Six years ago I was awaken by a call from my mother-in-law asking "Did you see? Did you see?".
Six years ago I was driving to work, to send everyone home, when I heard on the radio that the Twin Towers had fallen.
In those six years, I have seen the best and worst of America.
I have seen honest debate about the future of our country, and I have seen citizens call each other traitors simply because they don't share the same politics.
I have seen America respect it's military and our dead, but I have also seen America abuse other people and their dead.
I have seen America unite in joy and in grief together regardless of race, gender, or politics, and yet at other times question foundational concept of America that "All men are created equal."
It is the apparent hypocrisy of people that concerns me the most. I have respect for people that have a viewpoint based on their own personal principles. Even if I disagree with the basis of their world view, I can respect that it's based on core personal values. It's the dissonance in people that hold contrasting or hypocritical views on a topic and can't see the fundamental disconnect in what they say.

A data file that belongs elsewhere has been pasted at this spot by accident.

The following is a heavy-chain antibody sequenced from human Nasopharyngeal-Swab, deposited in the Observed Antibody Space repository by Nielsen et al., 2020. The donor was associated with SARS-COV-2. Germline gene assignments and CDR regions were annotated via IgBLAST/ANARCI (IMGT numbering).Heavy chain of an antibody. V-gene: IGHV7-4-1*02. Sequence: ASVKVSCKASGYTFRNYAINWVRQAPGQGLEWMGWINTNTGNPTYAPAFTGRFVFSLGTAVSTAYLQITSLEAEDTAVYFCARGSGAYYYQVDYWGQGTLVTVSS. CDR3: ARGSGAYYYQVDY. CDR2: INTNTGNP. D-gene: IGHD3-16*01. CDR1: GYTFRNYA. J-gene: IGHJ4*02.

As a non-political example, consider the lawmakers that consider online gambling so terrible that it has to be banned from the internet by law, yet the same lawmakers have government run lotteries in every state. Either gambling is bad and or it's not. You can't have it both ways and stand on solid ground.
Today, the country is discussing our remembrance of the September 11 attacks, those that attacked us, and our involvement in Iraq. My wish is that we could hold our discussions based on principles rather than anger and emotion.
Our forefathers deserve a better legacy that an era of personal name calling and character assassination.
Our descendants deserve a better future than an era focused on fear.